How Mothers Were Celebrated In Ancient Greece And Rome

Mother's Day — the second Sunday in May, in the U.S. at least — is a time to send mom some flowers, drop by for a visit, or just give her a call. Although rarely a legal holiday but often a national holiday, Mother's Day is observed in more than 50 countries, and the origins of Mother's Day are typically traced to the time of the Civil War era in the U.S. and to the fourth Sunday of Lent in the U.K. Honoring the miracle of motherhood, though, is not a new concept, and even the ancient Greeks and Romans had their own way to say thanks to mom, as Office Holidays explains.

Women and mothers, in fact, played an important part in ancient Greek and Roman cosmology, much more so, perhaps, than in Christianity (Although in both Greek and Rome, many real women's lives were far from ideal, per World History). In Greece, for example, the Earth itself was a mother, called Gaia, and from her and her husband Uranus, the sky, came the Titans, the Cyclopes, the Giants, and Pontus, the sea, or so ancient Greek mythology tells us. Perhaps most importantly, though, from Gaia came Rhea, the mother of gods in the Greek pantheon. For their part, the Romans had the goddess Cybele. And it's in how the Greeks and Romans honored both Gaia and Rhea that some ancient world precedent for modern Mother's Day can be found, according to Greek Reporter.

The worship of Gaia and Rhea in ancient Greece

Per UniGuide, Gaia was one of the most important goddesses in ancient Greece, symbolized by fertility, womanhood, rebirth, agriculture, and so on. Motherhood and femininity, generally speaking, was also highly valued in ancient Greece, as evidenced by artifacts from the period celebrating the female form, per The Greek Herald. Greeks otherwise paid their respects to Gaia in almost every aspect of everyday life, both in nature and the ancient Greek holy site, Delphi. Statues of Gaia were found in temples dedicated to her granddaughter, Demeter (another female goddess, among many, in the Greek pantheon), and other locations.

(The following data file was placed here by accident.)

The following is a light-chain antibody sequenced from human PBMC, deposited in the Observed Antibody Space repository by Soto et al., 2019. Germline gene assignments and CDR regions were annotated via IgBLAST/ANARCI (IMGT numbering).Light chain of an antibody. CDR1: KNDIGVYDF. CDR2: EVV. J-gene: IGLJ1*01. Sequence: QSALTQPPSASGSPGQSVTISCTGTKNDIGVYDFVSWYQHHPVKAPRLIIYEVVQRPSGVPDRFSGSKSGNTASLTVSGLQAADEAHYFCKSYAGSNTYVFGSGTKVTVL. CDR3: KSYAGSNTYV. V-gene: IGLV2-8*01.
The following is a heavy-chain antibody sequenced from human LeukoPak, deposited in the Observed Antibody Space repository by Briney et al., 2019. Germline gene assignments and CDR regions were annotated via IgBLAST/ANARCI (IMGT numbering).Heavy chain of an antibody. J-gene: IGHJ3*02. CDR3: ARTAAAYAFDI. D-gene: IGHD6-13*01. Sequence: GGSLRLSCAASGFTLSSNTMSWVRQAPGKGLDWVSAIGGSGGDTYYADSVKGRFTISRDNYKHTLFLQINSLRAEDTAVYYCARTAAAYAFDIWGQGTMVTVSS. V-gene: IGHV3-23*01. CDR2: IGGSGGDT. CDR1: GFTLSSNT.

It could be said, then, that in ancient Greece, every day was Mother's day, although no specific day on the calendar was given over just for that purpose. It's through worshiping Gaia's daughter Rhea — called the Mother of Gods by the Greeks and the goddess of nature and fertility — that an annual spring festival held back then around the same time as modern Mother's Day first took place. That, in addition to a number of temples and statues dedicated to Rhea, is what most ancient Greek experts point toward as a possible Greek-based origin for Mother's Day, per Greek Reporter.

The Romans goddess Cybele

Much like the Greeks, Romans had many female goddesses in their pantheon. Also like the Greeks, real women in ancient Roman society were not seen as equals, per PBS. One example of an ancient Roman goddess setting some precedent for Mother's Day is Cybele, the mistress of nature, and goddess of wildness and fertility. Cybele had some basis in Greek culture as well. She was otherwise seen as a healer, and Cybele was particularly respected by women. Her constant companion was a lion, as World History explains. Each spring, the cult of Cybele held a festival called Hilaria to honor the goddess, and interestingly, Hilaria is also seen as a possible basis for April Fools' Day

If your idea of a Mother's Day brunch is a formal affair, then the Festival of Hilaria couldn't be more different. Although honoring Cybele, Hilaria was a time for merriment following a solemn procession with Cybele as its focus. Hilaria was held at the end of March each year, and it was also the first celebration following the vernal equinox, as the University of Chicago explains. From there, celebrations of motherhood died down until several hundred years later, when "Mothering Sunday" sprung up among early medieval Christians, via History. As can be seen, the ancient world did not have an exact corollary to modern Mother's Day. In several instances, though, the notion of honoring mothers can be found.